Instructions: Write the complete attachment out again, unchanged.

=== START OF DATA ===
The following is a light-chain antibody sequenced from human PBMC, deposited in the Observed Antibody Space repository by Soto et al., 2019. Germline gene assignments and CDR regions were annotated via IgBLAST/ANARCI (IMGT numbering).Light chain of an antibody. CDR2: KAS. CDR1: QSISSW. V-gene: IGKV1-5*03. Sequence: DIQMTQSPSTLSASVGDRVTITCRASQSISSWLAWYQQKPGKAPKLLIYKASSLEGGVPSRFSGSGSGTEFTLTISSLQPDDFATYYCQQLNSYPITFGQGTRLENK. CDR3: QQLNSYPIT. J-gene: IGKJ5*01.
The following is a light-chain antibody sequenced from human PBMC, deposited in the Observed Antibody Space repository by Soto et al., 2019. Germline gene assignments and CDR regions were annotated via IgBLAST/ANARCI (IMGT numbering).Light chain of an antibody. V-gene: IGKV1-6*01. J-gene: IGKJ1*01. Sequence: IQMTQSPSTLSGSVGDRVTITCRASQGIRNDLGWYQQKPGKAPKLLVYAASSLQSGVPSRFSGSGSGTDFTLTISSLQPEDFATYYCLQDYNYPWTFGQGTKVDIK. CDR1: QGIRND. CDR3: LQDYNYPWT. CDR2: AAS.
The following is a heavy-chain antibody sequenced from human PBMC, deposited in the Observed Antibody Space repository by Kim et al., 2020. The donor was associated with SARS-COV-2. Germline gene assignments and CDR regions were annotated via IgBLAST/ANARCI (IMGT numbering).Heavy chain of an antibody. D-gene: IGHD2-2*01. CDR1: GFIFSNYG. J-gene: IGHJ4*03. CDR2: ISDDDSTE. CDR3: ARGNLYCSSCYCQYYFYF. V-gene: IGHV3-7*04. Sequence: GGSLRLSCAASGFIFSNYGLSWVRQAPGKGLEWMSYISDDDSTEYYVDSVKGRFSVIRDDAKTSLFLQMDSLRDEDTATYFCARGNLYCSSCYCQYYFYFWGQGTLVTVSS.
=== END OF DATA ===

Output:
The following is a light-chain antibody sequenced from human PBMC, deposited in the Observed Antibody Space repository by Soto et al., 2019. Germline gene assignments and CDR regions were annotated via IgBLAST/ANARCI (IMGT numbering).Light chain of an antibody. CDR2: KAS. CDR1: QSISSW. V-gene: IGKV1-5*03. Sequence: DIQMTQSPSTLSASVGDRVTITCRASQSISSWLAWYQQKPGKAPKLLIYKASSLEGGVPSRFSGSGSGTEFTLTISSLQPDDFATYYCQQLNSYPITFGQGTRLENK. CDR3: QQLNSYPIT. J-gene: IGKJ5*01.
The following is a light-chain antibody sequenced from human PBMC, deposited in the Observed Antibody Space repository by Soto et al., 2019. Germline gene assignments and CDR regions were annotated via IgBLAST/ANARCI (IMGT numbering).Light chain of an antibody. V-gene: IGKV1-6*01. J-gene: IGKJ1*01. Sequence: IQMTQSPSTLSGSVGDRVTITCRASQGIRNDLGWYQQKPGKAPKLLVYAASSLQSGVPSRFSGSGSGTDFTLTISSLQPEDFATYYCLQDYNYPWTFGQGTKVDIK. CDR1: QGIRND. CDR3: LQDYNYPWT. CDR2: AAS.
The following is a heavy-chain antibody sequenced from human PBMC, deposited in the Observed Antibody Space repository by Kim et al., 2020. The donor was associated with SARS-COV-2. Germline gene assignments and CDR regions were annotated via IgBLAST/ANARCI (IMGT numbering).Heavy chain of an antibody. D-gene: IGHD2-2*01. CDR1: GFIFSNYG. J-gene: IGHJ4*03. CDR2: ISDDDSTE. CDR3: ARGNLYCSSCYCQYYFYF. V-gene: IGHV3-7*04. Sequence: GGSLRLSCAASGFIFSNYGLSWVRQAPGKGLEWMSYISDDDSTEYYVDSVKGRFSVIRDDAKTSLFLQMDSLRDEDTATYFCARGNLYCSSCYCQYYFYFWGQGTLVTVSS.